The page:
Monday, July 07, 2008

Donpaskini gets angry at the cost of crime report

Donpaskini is angry about the Cost of Crime report.

Before I refute his actual claim I need to deal with his accusation that I'm lying. Essentially he believes that I'm pretending the report's empirical evidence concerning the problem of crime justifies my recommendations when there is no clear link. Even if he were right then my error would be a non sequitur, not a dishonesty; a fallacy, not a lie. I just thought I should clear that up. Throwing accusations of dishonesty around without justification is unfortunate.

Now, to his main accusation. He describes my logic as the following:

Stage 1: Data analysis using government figures about costs of
different crimes, broken down by region to derive a cost per head of crimes in
that area

Stage 2: (Mumble, mumble)

Stage 3: Therefore we need to cut bureaucracy and elect local police
chiefs, just as the Conservative Party want

It's pretty simple really. Our report is designed to illustrate the seriousness of the problem and how it varies between areas, so that forces can better be held to account. It does that with Stage 1 alone.

However, we can't leave it there. If we write a report that identifies a serious problem we are rightly going to be expected to have some ideas about a solution. I was asked, in every radio interview, something along the lines of "so, what do you think can be done to get this cost down". Having answers, however tentative, to that question in the report makes it more effective. It makes our analysis more positive and helpful.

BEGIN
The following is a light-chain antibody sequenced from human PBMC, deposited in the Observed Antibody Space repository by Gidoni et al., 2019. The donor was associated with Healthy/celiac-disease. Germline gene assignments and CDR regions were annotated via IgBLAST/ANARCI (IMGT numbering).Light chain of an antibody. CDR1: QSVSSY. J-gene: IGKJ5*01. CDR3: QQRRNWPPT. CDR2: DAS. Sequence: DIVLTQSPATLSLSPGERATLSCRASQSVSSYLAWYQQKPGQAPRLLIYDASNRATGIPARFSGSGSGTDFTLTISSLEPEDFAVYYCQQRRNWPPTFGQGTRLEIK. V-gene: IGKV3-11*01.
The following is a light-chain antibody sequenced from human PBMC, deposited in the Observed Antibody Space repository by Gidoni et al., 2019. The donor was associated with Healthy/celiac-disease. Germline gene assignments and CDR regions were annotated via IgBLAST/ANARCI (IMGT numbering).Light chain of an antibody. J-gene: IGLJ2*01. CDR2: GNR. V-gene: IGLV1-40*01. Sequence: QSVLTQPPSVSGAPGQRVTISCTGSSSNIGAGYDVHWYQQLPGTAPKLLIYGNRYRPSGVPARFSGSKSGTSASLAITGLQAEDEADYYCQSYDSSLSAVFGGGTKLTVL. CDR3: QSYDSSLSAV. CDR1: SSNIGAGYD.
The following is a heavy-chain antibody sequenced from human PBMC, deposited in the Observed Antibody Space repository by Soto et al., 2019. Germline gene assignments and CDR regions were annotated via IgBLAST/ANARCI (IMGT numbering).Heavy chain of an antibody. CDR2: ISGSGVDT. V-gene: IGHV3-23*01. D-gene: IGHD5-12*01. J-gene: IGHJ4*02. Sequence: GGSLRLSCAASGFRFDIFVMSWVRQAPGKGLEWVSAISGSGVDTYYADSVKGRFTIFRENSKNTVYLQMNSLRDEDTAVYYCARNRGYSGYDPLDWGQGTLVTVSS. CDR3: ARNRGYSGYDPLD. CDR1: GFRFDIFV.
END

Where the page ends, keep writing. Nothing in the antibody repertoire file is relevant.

It's really nothing more than that. Not all interesting empirical reports provide a neat case for one solution to a problem or another. That doesn't mean they shouldn't be accompanied by policy ideas.

1 comment:

donpaskini said...

This is a measured and thoughtful response to my post, and I'll update to link to it.

Would you accept that there is no evidence from the data that the TPA collected and analysed in the report that "If the Government give people the information and the power to tailor their local police force to their local needs, we will be able to drive crime levels down and improve the lives of millions"?

I appreciate that you are going to get asked about solutions, but at the very least I'd have thought that there should be some kind of mention where the policy recommendations aren't based on the research findings.

Another way of doing it would be to have a section on what further research might be helpful to develop policy responses to the findings of the report - that tends to be what Joseph Rowntree Foundation, for example, would do.